In leading the growth of Sasken, and drawing up the line of generals-in-waiting, Mody swears by a liberal mindset. After having identified techies with impeccable character (and technological prowess), he shares his vision with them, asks them about their preferred mode of operation for a particular goal, the resources they would need, and then steps back to let them make their own decisions. “That’s the only way they’ll learn,” he notes. “I believe in giving them a long rope, whether they use it to climb up or do something else is their prerogative.”
Having driven the organization past various milestones of success, he is now absorbed in the idea of creating a ‘Global Sasken’. It would necessitate global-thinking (sic), may perhaps involve a shift in the center of control, geographically. “Today, though we have global centers, (like in Finland, Germany, Japan, and Mexico) they work more as service centers for our clients in that geography,” he says. A Global Sasken would mean one where when an opportunity crops up, and they happen ‘on an hourly basis in the telecom market’, the organization would have the capability to execute it anywhere, depending on the requirements, rather than executing it at the local center.
Of course, there are other more immediate challenges that the organization faces. Primary among them is how to address the duality in the thinking process of today’s techies: they want sky-rocketing salaries, but also job-security as it exists in a PSU. For a company that operates in the ever-metamorphosing communication space, cost sensitivity is a big issue. “If I’m paying someone Rs. 20 lakhs, he/she better deliver value worth Rs. 20 lakhs,” notes Mody. That transforms itself into a call to his people to stretch themselves and work smart.
And why not, questions Iyer. After all, during the ’50s in Japan, a generation committed itself to change. As a result, so advanced is the Japanese market has turned out to be that any global mobile phone company attempting to enter it with its latest ‘state-of-the-art’ products can only match up to Japanese standards that existed two years ago.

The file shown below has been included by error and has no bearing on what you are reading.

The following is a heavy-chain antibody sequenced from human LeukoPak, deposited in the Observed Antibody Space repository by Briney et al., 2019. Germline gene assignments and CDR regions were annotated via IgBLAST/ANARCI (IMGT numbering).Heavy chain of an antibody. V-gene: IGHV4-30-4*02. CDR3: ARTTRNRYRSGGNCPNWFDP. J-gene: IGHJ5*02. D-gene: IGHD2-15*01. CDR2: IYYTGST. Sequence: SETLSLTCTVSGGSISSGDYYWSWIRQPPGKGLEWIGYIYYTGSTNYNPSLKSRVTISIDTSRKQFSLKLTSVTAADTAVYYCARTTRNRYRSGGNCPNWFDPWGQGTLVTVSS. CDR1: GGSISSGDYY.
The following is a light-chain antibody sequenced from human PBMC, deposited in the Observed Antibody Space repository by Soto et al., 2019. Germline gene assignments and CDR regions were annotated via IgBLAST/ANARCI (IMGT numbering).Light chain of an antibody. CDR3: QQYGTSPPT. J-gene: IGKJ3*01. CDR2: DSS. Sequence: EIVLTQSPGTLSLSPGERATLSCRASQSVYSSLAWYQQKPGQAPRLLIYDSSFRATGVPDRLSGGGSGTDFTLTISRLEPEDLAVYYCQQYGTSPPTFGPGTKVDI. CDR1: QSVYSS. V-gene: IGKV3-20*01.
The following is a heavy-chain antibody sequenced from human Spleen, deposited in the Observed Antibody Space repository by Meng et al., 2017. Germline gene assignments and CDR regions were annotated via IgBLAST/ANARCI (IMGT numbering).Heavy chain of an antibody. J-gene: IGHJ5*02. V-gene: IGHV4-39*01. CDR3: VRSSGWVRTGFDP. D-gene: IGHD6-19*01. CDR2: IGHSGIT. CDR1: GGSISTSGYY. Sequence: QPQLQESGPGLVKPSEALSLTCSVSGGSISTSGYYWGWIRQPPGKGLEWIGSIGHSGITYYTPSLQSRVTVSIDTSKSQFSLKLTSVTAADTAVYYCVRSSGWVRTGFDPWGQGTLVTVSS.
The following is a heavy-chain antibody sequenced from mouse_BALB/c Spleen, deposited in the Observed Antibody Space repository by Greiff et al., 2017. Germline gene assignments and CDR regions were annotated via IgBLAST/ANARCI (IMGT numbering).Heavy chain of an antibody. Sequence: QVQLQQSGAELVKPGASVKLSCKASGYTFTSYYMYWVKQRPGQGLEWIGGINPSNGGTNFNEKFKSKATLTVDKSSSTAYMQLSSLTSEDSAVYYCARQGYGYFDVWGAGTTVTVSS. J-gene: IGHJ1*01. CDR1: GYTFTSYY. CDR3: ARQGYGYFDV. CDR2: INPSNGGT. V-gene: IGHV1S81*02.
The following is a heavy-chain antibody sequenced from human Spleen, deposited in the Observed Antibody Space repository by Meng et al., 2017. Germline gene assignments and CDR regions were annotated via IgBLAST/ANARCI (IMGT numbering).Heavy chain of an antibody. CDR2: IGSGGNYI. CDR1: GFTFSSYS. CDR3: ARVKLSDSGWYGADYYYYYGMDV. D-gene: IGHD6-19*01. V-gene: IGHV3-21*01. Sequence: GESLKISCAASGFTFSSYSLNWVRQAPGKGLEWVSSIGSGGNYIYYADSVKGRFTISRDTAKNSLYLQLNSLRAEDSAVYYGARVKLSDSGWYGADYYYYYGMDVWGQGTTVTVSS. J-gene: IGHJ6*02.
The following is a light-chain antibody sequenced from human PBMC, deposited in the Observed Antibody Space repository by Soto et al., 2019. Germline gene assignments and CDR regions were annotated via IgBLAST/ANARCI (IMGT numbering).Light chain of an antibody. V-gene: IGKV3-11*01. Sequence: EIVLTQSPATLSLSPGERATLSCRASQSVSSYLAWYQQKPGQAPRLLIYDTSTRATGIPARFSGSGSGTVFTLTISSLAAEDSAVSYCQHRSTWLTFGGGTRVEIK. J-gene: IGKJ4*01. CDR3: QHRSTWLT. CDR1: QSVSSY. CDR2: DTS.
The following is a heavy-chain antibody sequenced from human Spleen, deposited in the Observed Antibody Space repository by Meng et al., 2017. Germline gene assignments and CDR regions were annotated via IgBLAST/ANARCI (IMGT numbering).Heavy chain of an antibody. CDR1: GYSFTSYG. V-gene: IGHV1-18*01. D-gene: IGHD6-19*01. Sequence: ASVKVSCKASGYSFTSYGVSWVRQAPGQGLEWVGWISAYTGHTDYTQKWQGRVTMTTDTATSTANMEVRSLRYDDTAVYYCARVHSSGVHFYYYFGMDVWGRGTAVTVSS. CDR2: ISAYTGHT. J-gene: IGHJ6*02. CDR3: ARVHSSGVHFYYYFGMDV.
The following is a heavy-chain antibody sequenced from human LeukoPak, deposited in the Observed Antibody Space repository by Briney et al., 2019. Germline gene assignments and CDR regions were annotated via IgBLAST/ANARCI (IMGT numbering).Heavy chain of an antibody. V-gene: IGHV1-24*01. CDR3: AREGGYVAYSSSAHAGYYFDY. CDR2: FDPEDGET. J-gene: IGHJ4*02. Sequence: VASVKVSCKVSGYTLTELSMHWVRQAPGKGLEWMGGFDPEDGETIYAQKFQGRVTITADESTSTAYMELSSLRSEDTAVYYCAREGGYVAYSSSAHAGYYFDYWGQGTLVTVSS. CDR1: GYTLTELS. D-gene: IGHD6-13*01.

Mody and Iyer unequivocally voice that such a watershed era has arrived in the Indian context as well and that today’s techies constitute the generation that needs to commit itself to change. “In fact, they are the change themselves,” notes Iyer. And hence, they must take the stress, they must deliver value, and in Sasken, they must herald the beginning of a new era of technological advancement.
Rajiv Mody: A Food Freak, at Heart
Mody’s style, if there is one, he says, is that of getting better people and giving them a platform to execute. “I bet on people,” he says, “and integrity is what I look for in them”.
A firm believer of the adage ‘growth without character is unsustainable’, he deems it necessary to separate the individual from the issue and concentrate on the latter.
He attributes his being finicky about integrity to his family values. To elucidate, he cites an incident from his childhood spent in Rajkot. He was in the seventh grade then, and the last exam paper of the term happened to fall on a day when his family needed him to travel out-of-station. His father woke him up on the given day at six in the morning and gave him the exam paper and two hours to write it. At the end of two hours, he took away the paper, along with the answer sheet and submitted it to the school’s principal, who had been liberal enough to understand the problem and had made it available to him in the first place.
The Gujarati way of life taught him two things: the importance of being profitable, and the sacredness of paying the salary on time. As a result, even when the company was going through a rough phase after having started out in a garage in California, he made sure that all salaries were paid on time.
A movie buff during his college days, Mahatma Gandhi, ‘and therefore Tolstoy’, and Warren Buffet are some of the authors he reads most today. He believes in working out regularly and is not shy of admitting his biggest weakness: food. “I’m quite adventurous about food,” he exclaims.